But there’s no sign that Democrats will agree to punish the incumbent senators, given that they represent the party’s best hopes of holding on to the seats in an election year when the Senate map is tiled firmly against them.

Senate Minority Leader Charles SchumerChuck SchumerYouth organizations call on Biden to ensure 'bold' climate investments New York Times calls on Cuomo to resign 'The Squad' celebrates Biden eviction moratorium MORE (D-N.Y.), while publicly opposing Gorsuch’s nomination, has acknowledged that the decision over the Supreme Court fight is up to each individual senator.

No Democratic senator has publicly acknowledged that the possibility of a primary challenger has influenced his or her vote on Gorsuch.

But McCaskill has publicly and privately fretted about the liberal grassroots turning against her.

“All of you who are [Sen.] Bernie [Sanders (I-Vt.)] supporters ... I need you. I want you. I want to talk to you. I want you to be part of our effort,” McCaskill said at a private event late last month, audio of which was leaked by the Missouri Republican Party.  

Specifically making a pitch to Sanders supports, she added that “we can’t get divided in a state like Missouri, or we’re cooked.”

Both McCaskill and Tester come from states that Trump won overwhelmingly; he took Missouri by approximately 18 points and Montana by nearly 20 points. 

Pressed about his decision to oppose Gorsuch, Tester over the weekend denied that his reelection race played a role.

“I think this decision is above politics,” he told reporters, according to The Associated Press. “It’s one of the most important decisions I will be making and, quite frankly, I base my decision based on the facts, not on any sort of political sway in either direction.”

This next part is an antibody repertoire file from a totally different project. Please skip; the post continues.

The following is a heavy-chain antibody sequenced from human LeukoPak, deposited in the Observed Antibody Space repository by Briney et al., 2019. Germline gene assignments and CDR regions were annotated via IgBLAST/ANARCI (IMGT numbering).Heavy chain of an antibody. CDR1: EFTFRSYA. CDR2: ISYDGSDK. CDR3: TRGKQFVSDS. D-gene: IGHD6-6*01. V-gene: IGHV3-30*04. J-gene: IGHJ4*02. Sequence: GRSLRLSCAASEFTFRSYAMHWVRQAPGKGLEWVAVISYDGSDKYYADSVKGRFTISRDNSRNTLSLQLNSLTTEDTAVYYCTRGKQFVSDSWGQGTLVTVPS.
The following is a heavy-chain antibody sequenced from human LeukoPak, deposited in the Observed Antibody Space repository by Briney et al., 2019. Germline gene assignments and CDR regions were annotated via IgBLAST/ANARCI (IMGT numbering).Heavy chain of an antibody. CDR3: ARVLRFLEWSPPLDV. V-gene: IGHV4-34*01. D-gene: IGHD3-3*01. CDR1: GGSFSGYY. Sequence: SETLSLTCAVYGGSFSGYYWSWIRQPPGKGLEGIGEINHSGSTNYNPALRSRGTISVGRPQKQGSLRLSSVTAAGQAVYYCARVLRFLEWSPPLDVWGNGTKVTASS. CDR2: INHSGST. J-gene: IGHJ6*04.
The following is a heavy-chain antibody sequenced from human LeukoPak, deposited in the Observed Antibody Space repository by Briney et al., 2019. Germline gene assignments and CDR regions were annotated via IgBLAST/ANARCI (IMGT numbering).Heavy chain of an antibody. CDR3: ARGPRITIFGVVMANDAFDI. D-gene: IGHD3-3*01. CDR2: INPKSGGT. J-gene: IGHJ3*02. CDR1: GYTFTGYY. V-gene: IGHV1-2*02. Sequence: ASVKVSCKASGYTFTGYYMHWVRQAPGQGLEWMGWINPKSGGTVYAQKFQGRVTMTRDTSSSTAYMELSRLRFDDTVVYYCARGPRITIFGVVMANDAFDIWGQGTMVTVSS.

In opposing Gorsuch, McCaskill and Tester are joined by five of their Democratic colleagues up for reelection next year in Pennsylvania, Ohio, Wisconsin, Florida and Michigan. Trump also won all of those states, but by narrow margins.

Manley said Democrats have been emboldened by the early failings of the GOP government, which has struggled to put accomplishments on the board.

“I think some of those Democrats are reassessing,” he said. “They’re not afraid of getting on the wrong side of Donald Trump tweetstorm.” 

The calculations are different for Manchin, Heitkamp and Donnelly, who come from states that are increasingly unfriendly to Democrats. Trump carried West Virginia by more than 40 points and North Dakota by nearly 36 points. 

Trump carried Donnelly’s home state by roughly 20 points, though former Sen. Evan Bayh (Ind.), a Democrat recruited personally by Schumer, lost a comeback bid by roughly 10 points in the same election.

Donnelly is also considered more conservative than most Democrats. He ranks as the 56th most conservative senator, according to a ranking of the Senate by GovTrack, putting him ahead of Heitkamp and Manchin, who come in at 54th and 55th, respectively.

Manchin and Heitkamp are leading their caucus in voting for Trump’s nominees and were both considered for Cabinet positions in the Trump administration.

Manchin signaled before announcing his vote that he was inclined to support Gorsuch. He had previously brushed off threats from Sanders supporters to primary him.

Manchin, announcing his support for Gorsuch last week, said his colleagues have a “constitutional obligation to advice and consent.” 

“I hold no illusions that I will agree with every decision Judge Gorsuch may issue in the future,” he said. “But I have not found any reasons why this jurist should not be a Supreme Court justice.”